When it comes to parenting, Adventurers often feel right at home. While no one could be said to be truly prepared for such a task, Adventurer personalities’ natural warmth, practicality and relaxed nature help them to settle in and appreciate every moment of joy and hardship that comes with raising a child.

Finding Joy in the Everyday

Adventurers’ greatest strength is arguably the joy they take in being with and helping their loved ones. Practical needs are taken care of from day one, and Adventurers’ children can always count on something exciting to do or to learn every day. People with the Adventurer personality type love fun, hands-on activities, and as their children grow, they’re often encouraged to pick up extra hobbies that revolve around those kinds of activities.

Adventurer (ISFP) parents

Even as those extra activities grow, Adventurers often defy their Introversion (I), spending time with their children and enjoying engaging activities that center on quality time. Impromptu trips, home improvement projects like repainting bedrooms, or simply baking some treats together are all likely to being fond memories for Adventurers’ children.

None of this is to say that Adventurer parents are overbearing – in fact, they are one of the most relaxed personality types there is when it comes to parenting. Adventurers believe that the only way to really have their children grow up to be open-minded and well-balanced people is to let them explore and experience new things, make mistakes and learn from them, and to always know that they’ll be able to come home at the end of it.

Interventions and hardline rules just aren’t Adventurers’ style.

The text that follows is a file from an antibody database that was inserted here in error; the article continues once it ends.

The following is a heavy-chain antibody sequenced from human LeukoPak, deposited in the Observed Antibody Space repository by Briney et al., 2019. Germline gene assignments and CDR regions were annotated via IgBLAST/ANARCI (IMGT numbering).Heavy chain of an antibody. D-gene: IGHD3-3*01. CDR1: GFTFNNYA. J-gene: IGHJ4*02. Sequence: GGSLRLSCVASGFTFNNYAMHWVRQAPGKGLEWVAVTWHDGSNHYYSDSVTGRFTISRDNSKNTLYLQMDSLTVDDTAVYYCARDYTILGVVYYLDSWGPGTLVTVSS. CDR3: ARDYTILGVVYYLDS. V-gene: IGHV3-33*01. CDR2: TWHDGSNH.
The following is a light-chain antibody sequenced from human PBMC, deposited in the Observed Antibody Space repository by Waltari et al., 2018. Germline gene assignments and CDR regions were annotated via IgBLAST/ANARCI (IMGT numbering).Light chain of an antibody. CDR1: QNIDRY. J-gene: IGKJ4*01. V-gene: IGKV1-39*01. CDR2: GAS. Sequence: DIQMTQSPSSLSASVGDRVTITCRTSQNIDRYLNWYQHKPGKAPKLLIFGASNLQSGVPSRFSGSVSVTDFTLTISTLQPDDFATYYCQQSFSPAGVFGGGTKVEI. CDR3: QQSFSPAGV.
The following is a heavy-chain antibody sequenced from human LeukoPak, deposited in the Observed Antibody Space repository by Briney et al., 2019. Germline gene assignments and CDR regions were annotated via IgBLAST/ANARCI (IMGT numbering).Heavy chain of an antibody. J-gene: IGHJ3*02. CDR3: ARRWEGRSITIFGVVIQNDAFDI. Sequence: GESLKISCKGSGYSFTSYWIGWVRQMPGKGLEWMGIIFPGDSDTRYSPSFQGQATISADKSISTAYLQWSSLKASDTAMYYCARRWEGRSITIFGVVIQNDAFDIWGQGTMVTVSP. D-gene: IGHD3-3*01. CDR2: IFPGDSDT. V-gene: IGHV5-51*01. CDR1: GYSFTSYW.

The freedom Adventurers grant their children comes with risks too, since it demands a certain level of maturity from the children themselves. Some lessons are harder than others. These can be hard lessons for people with the Adventurer personality type too, since they are more sensitive than most when it comes to their lifestyles or parenting being criticized. Nothing’s quite as unpleasant as “I told you so”.

Long-term planning is another challenging area for Adventurer parents. When it comes to things like saving for their children’s college education, Adventurers necessarily rely on partners who take care of that sort of thing more readily.

The Power of Love

As their children grow into adolescence, Adventurers sometimes struggle as well. Adventurer personalities need to know that their work and effort are appreciated, something teenagers aren’t well-known for expressing. It can take a lot of practice on Adventurers’ parts to learn the emotional control necessary to not overreact when things don’t go the way they want. Children make an effort to distance themselves at that age, and private individuals or no, Adventurers need to know that their loved ones are by their sides.

In the end though, Adventurers are so much less likely to create the kinds of divides that other more rigid personality types sometimes drive between themselves and their children. There’s always going to be some push from developing adults, but with such warm, caring parents, Adventurers’ children can always rest assured that they know where home and hearth are.